Similar to people, pets who go a long period without dental care develop plaque and bacterial buildup on their teeth and below the gumline, leading to a deterioration in their overall oral health. Most pets start to show signs of dental disease around age 3, which will progress over time and eventually cause undue pain and suffering if not addressed.
The Tender Touch Animal Hospital team knows that many pet owners underestimate the importance of pet dental care, so we’re taking advantage of National Pet Dental Health Month to provide an overview of dental health, dental disease, and the importance of regular pet dental care.
Dog dental disease
Dogs typically suffer from periodontal disease caused by excessive plaque and tartar, and bacteria that take advantage of the situation. Harmful oral bacteria can proliferate and invade below the gumline, causing classic early gingivitis signs, including bleeding and redness. As the disease progresses, the bacteria attack tooth roots, tooth attachments, and the jawbone, resulting in pain and loose or missing teeth. Tooth fractures from inappropriate chewing or trauma also can set the stage for dental infections in otherwise healthy mouths.
Dental disease signs in dogs include:
- Bad breath
- Red, swollen, or bleeding gums
- Dropping food or chewing on one side
- Pawing at the mouth
- Swelling of the face
- Reduced desire to play or chew
- Behavior changes—may become withdrawn, needy, or irritable
Small-breed dogs and those with short noses often have crowded teeth and abnormal bites that predispose them to faster plaque and tartar accumulation than larger dogs. Disease can progress quickly in these pets, and they often need more overall dental care than other dogs.
Cat dental disease
Most cats develop periodontal disease more slowly and later in life than dogs, but may show signs by age 4. Cats also can develop unique dental problems that may be unrelated to tartar buildup, or may be caused by an immune system overreaction to minuscule plaque and bacteria. Cats need annual dental exams starting from an early age, because dental conditions can take hold at any time. Features unique to cat dental disease include:
- Stomatitis — This causes widespread inflammation of the gums and mucous membranes inside the mouth, and is thought to be related to the immune system or infectious diseases.
- Resorptive lesions — Many cats develop feline odontoclastic resorptive lesions (FORL), often symmetrically. Affected teeth dissolve slowly over time from the inside out, which leads to weak spots and nerve exposure that can be extremely painful.
Signs of cat periodontal disease, stomatitis, and FORLs include:
- Jaw chattering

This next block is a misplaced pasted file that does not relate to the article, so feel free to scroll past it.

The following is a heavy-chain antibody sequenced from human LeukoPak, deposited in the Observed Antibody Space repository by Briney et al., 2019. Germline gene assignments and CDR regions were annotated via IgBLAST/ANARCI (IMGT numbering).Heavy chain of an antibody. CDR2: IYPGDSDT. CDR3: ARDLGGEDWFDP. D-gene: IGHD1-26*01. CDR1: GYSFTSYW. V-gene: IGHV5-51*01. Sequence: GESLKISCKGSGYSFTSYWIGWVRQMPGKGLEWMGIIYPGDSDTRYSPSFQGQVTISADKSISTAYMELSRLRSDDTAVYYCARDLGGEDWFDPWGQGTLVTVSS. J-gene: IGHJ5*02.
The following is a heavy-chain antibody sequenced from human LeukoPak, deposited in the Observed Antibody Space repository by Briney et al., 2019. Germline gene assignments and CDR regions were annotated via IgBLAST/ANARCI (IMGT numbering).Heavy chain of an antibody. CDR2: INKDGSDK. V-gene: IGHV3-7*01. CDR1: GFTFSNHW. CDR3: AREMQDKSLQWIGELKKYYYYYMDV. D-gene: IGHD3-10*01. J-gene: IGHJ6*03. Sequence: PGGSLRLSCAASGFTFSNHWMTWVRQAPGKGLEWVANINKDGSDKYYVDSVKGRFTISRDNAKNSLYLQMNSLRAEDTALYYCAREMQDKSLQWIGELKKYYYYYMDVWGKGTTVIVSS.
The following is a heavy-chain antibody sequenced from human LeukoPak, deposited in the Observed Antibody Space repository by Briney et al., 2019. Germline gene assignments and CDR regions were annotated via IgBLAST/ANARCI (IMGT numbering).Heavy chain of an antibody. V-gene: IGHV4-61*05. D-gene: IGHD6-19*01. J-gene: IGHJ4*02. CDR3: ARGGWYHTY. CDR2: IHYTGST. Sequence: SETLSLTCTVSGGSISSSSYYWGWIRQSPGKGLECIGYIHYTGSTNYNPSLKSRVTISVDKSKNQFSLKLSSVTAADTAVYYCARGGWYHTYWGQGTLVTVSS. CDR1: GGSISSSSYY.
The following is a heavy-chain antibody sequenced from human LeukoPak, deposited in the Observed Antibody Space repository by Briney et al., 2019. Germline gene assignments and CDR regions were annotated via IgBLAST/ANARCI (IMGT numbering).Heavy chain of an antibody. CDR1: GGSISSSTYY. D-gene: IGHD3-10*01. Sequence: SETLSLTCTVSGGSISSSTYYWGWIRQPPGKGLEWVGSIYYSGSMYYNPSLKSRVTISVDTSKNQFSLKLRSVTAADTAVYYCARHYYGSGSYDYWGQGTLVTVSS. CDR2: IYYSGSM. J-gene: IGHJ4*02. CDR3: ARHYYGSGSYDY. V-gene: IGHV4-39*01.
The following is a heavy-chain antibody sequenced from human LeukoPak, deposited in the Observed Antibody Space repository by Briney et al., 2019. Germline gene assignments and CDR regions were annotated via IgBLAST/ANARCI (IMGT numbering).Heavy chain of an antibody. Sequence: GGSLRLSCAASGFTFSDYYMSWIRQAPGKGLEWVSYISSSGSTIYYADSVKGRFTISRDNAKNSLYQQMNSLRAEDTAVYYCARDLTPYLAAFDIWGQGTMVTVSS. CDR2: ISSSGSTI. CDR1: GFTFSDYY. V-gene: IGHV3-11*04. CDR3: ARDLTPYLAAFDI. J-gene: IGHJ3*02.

- Preference for soft food
- Reduced appetite or refusal to eat despite showing interest in food
- Red, swollen, ulcerated mouth tissues
- Red spots on teeth near the gumline
How dental health affects the whole pet
If you have ever experienced a toothache, you know the effect debilitating dental issues can have on your daily life. Pets with dental disease and one or more painful teeth have pain every time they eat or pick up an object, which quickly results in a reduced quality of life. Your pet may lose interest in food or play, become more clingy, or spend more time alone.
Severe, untreated dental disease can allow bacteria into the bloodstream, from where they can travel to major organs and cause permanent heart, liver, or kidney damage. Providing regular care before dental disease advances to this stage can keep your pet’s mouth healthy, prevent chronic pain, and effectively extend their life.
Professional pet dental cleanings
Professional dental cleanings are necessary to treat pets who already have significant dental disease and discomfort, and they also can be used to prevent problems in pets with relatively healthy teeth. Humans visit the dentist twice per year, and pets need the same deep cleaning people get from their human hygienist. To provide pets with a thorough cleaning, examination, X-rays to evaluate the tooth roots, and all necessary extractions or other treatments, we provide dentistry exclusively under general anesthesia. This keeps pets safe through the procedure, reduces stress, and ensures they do not feel any pain.
Our veterinary team can evaluate your pet’s teeth to determine if a professional dental cleaning is necessary, and will determine, based on your pet’s species, age, breed, and individual genetics, how frequently they should return for additional cleanings.
Pet dental home care
Dental home care is essential to keep your pet’s teeth healthy between professional cleanings and to slow disease progression. Daily toothbrushing is the gold standard for home care, and can be accomplished with a slow, positive introduction. If your pet does not tolerate brushing, our team can recommend safe, effective products to help slow plaque and tartar buildup and reduce the “bad” bacteria population in your pet’s mouth.\
Our Tender Touch Animal Hospital team recommends semi-annual wellness examinations, during which we will assess your pet’s teeth and develop an individualized care plan to improve and sustain their oral health—leading to a happier, healthier, longer-lived pet. Contact us to schedule a dental consultation, your pet’s next professional dental cleaning, or if you have questions about your pet’s oral health care plan.
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